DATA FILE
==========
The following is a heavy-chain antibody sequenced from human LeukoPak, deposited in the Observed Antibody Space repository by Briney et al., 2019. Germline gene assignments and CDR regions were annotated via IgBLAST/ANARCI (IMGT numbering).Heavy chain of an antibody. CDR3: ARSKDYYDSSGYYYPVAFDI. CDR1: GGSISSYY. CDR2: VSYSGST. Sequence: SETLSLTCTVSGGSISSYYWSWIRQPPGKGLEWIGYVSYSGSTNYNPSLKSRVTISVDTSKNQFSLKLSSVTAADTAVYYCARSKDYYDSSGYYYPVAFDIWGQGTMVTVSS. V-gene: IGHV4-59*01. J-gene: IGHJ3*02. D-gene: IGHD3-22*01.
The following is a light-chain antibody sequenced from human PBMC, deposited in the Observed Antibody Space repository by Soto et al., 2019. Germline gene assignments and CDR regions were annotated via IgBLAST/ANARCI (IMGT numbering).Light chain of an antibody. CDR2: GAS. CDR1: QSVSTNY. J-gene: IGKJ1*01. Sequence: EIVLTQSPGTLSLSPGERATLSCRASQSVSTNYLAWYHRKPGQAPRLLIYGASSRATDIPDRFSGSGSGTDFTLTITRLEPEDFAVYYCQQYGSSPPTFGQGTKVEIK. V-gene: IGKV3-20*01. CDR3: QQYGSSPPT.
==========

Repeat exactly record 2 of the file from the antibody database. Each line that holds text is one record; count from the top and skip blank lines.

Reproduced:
The following is a light-chain antibody sequenced from human PBMC, deposited in the Observed Antibody Space repository by Soto et al., 2019. Germline gene assignments and CDR regions were annotated via IgBLAST/ANARCI (IMGT numbering).Light chain of an antibody. CDR2: GAS. CDR1: QSVSTNY. J-gene: IGKJ1*01. Sequence: EIVLTQSPGTLSLSPGERATLSCRASQSVSTNYLAWYHRKPGQAPRLLIYGASSRATDIPDRFSGSGSGTDFTLTITRLEPEDFAVYYCQQYGSSPPTFGQGTKVEIK. V-gene: IGKV3-20*01. CDR3: QQYGSSPPT.